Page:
By Joshua Kucera
The United States and Kazakhstan are exploring the idea of expanding the amount of military cargo passing through Kazakhstan into and out of Afghanistan. The focal point of the discussions is the Caspian port city of Aktau.
Kazakhstani authorities want to turn Aktau into a major regional transit hub, enlarging the port, expanding the municipal airport’s cargo capacity and constructing new rail routes to Turkmenistan and Iran. They are also intent on integrating their vision for Aktau into the US-backed concept of a New Silk Road, which aims to build up a regional transit network that would help stabilize Afghanistan following the pullout of US and NATO troops.
Kazakhstani leaders see US military cooperation, under the auspices of the Northern Distribution Network (NDN), as a means of achieving that goal, Birzhan Keneshev, the deputy governor of the Mangystau Region (which includes Aktau), said in an interview. “This is a good opportunity for the US military to send goods through our sea port [and] airport. … We will get good experience in organizing multi-modal transportation businesses, which we have not had until now in Kazakhstan,” Keneshev said. “It’s a good way to set up some joint ventures with the American side, with logistics companies, and get this experience. They can transfer experience, transfer technology, set up IT systems, train people.”
American diplomats, when discussing the New Silk Road project, frequently cite India’s prime minister, who is said to have quipped; “I dream of a day, while retaining our respective identities, one can have breakfast in Amritsar, lunch in Lahore, and dinner in Kabul.” Kazakhstan’s ambassador in Washington, Erlan Idrissov, has adapted that phrase, imagining a day when one can have “breakfast in Amritsar, lunch in Aktau and dinner in Dusseldorf.”
President Nursultan Nazarbayev’s administration is presenting Aktau as a better alternative for NATO than a proposed transit hub at the Russian city of Ulyanovsk. “The closest way to Europe [from Afghanistan] is through Aktau,” said Keneshev. “It’s a long way to Ulyanovsk,” and by using Aktau, the United States “can save a lot of money.”
A Kazakhstani Foreign Ministry spokesman declined to comment directly on the negotiations concerning Aktau. But the ministry provided a statement to EurasiaNet.org: “During 2009-2011, 15,430 containers have already been shipped through Aktau port from the United States and Europe to Afghanistan, i.e. the majority of the cargo passing through NDN.”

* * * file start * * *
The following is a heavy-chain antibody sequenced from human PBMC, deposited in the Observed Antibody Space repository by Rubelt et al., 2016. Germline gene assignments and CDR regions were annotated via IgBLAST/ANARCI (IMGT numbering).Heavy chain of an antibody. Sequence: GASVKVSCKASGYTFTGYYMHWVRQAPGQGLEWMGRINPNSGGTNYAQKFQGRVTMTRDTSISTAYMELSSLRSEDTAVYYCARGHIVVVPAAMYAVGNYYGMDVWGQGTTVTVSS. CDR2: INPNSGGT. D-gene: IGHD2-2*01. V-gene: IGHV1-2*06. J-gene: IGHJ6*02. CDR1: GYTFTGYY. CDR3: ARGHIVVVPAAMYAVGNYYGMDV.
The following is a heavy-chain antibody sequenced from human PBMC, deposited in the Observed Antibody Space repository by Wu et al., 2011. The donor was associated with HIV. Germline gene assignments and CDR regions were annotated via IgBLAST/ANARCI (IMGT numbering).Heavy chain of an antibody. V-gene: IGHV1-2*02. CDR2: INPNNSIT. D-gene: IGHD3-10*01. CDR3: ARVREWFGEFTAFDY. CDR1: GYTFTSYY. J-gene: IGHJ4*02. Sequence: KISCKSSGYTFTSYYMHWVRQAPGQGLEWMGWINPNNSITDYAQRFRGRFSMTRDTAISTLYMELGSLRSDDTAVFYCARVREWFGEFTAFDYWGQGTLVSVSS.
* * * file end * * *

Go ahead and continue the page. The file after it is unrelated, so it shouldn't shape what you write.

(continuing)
“Kazakhstan is ready to contribute to implementing the [New Silk Road] initiative in the form of some new projects. One of them is the Transportation and Logistics Center (TLC) in Aktau Sea Port,’” the statement continued. “It can be an integral part of the Kazakhstan-Turkmenistan-Afghanistan route as part of the New Silk Road connecting Central and South Asia.”
Pentagon planners have been actively seeking to expand their options on the NDN, as problems with transit through Pakistan and, to a lesser degree, Uzbekistan, have caused delays and interruptions with existing transit routes. Among options under consideration are potential hubs in Russia and India. Taking geography and the fickle nature of Uzbekistan’s particpation in the NDN into account, it would seem any expansion of goods going to Aktau would mean an increase of transit traffic through Turkmenistan into Afghanistan.
US officials have declined to provide details of the negotiations with Kazakhstan over NDN transit. “We’re eager to talk to any governments in the region about options and opportunities that increase access for US and allied throughput into and out of Afghanistan, and that would include Aktau,” US Army Col. Robert Timm, the defense attache at the US Embassy in Astana, said in an interview.
“They have a plan to develop this multi-modal transit hub out there,” Col. Timm added. “Insofar as the development of that creates opportunities for us, we’re interested in looking at that.”
US diplomats have long seen potential in Aktau, even before the development of the NDN. One 2009 diplomatic cable released by Wikileaks was titled “The Strategic Importance of Aktau Seaport.” Another, from 2008, compared Aktau’s role on the New Silk Road to that of Samarkand on the original Silk Road: “Aktau is still a sleepy town in comparison with Almaty and Astana. Its growth potential, however, is significant, particularly when oil from Tengiz and Kashagan is shipped westwards. The Kazakhstanis see Aktau as a potential “capital city” of the Caspian region, the central point for transportation, regional educational cooperation, and even tourism. If the cross-Caspian route is the new Silk Road for Central Asia, Aktau may yet prove to be its Samarkand.”
Joshua Kucera is the editor of Eurasianet’s Bug Pit blog who also writes on military security issues elsewhere. This reporting was made possible by a grant from the Pulitzer Center on Crisis Reporting.